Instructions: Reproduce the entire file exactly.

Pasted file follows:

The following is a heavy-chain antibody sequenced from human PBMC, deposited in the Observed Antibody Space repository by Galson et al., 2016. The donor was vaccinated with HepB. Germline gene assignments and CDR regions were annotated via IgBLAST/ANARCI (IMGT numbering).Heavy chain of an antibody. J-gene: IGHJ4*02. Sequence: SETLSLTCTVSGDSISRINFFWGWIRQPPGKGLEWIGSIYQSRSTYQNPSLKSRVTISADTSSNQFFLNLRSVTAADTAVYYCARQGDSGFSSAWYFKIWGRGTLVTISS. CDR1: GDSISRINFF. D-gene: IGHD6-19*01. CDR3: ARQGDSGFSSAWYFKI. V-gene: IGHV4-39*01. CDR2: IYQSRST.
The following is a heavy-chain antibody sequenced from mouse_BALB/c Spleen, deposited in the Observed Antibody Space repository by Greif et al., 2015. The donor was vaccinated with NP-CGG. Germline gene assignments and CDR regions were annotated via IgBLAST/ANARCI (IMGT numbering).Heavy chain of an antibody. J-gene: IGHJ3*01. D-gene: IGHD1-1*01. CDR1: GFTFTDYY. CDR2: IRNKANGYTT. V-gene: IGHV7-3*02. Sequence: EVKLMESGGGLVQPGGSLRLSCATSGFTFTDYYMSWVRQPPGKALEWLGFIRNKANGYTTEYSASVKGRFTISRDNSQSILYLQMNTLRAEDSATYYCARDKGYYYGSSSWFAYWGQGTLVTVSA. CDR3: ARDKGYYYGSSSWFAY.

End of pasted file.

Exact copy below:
The following is a heavy-chain antibody sequenced from human PBMC, deposited in the Observed Antibody Space repository by Galson et al., 2016. The donor was vaccinated with HepB. Germline gene assignments and CDR regions were annotated via IgBLAST/ANARCI (IMGT numbering).Heavy chain of an antibody. J-gene: IGHJ4*02. Sequence: SETLSLTCTVSGDSISRINFFWGWIRQPPGKGLEWIGSIYQSRSTYQNPSLKSRVTISADTSSNQFFLNLRSVTAADTAVYYCARQGDSGFSSAWYFKIWGRGTLVTISS. CDR1: GDSISRINFF. D-gene: IGHD6-19*01. CDR3: ARQGDSGFSSAWYFKI. V-gene: IGHV4-39*01. CDR2: IYQSRST.
The following is a heavy-chain antibody sequenced from mouse_BALB/c Spleen, deposited in the Observed Antibody Space repository by Greif et al., 2015. The donor was vaccinated with NP-CGG. Germline gene assignments and CDR regions were annotated via IgBLAST/ANARCI (IMGT numbering).Heavy chain of an antibody. J-gene: IGHJ3*01. D-gene: IGHD1-1*01. CDR1: GFTFTDYY. CDR2: IRNKANGYTT. V-gene: IGHV7-3*02. Sequence: EVKLMESGGGLVQPGGSLRLSCATSGFTFTDYYMSWVRQPPGKALEWLGFIRNKANGYTTEYSASVKGRFTISRDNSQSILYLQMNTLRAEDSATYYCARDKGYYYGSSSWFAYWGQGTLVTVSA. CDR3: ARDKGYYYGSSSWFAY.